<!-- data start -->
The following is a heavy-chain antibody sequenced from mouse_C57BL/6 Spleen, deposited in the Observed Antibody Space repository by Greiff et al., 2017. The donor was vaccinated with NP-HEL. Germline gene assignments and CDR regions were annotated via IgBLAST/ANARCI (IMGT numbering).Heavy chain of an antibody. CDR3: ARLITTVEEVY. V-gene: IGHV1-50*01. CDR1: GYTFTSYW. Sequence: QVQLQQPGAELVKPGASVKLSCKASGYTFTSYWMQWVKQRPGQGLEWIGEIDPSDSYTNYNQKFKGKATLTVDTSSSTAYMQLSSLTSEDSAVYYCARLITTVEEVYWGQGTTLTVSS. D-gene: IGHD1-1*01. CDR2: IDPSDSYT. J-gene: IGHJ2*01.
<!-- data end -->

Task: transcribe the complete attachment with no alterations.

The following is a heavy-chain antibody sequenced from mouse_C57BL/6 Spleen, deposited in the Observed Antibody Space repository by Greiff et al., 2017. The donor was vaccinated with NP-HEL. Germline gene assignments and CDR regions were annotated via IgBLAST/ANARCI (IMGT numbering).Heavy chain of an antibody. CDR3: ARLITTVEEVY. V-gene: IGHV1-50*01. CDR1: GYTFTSYW. Sequence: QVQLQQPGAELVKPGASVKLSCKASGYTFTSYWMQWVKQRPGQGLEWIGEIDPSDSYTNYNQKFKGKATLTVDTSSSTAYMQLSSLTSEDSAVYYCARLITTVEEVYWGQGTTLTVSS. D-gene: IGHD1-1*01. CDR2: IDPSDSYT. J-gene: IGHJ2*01.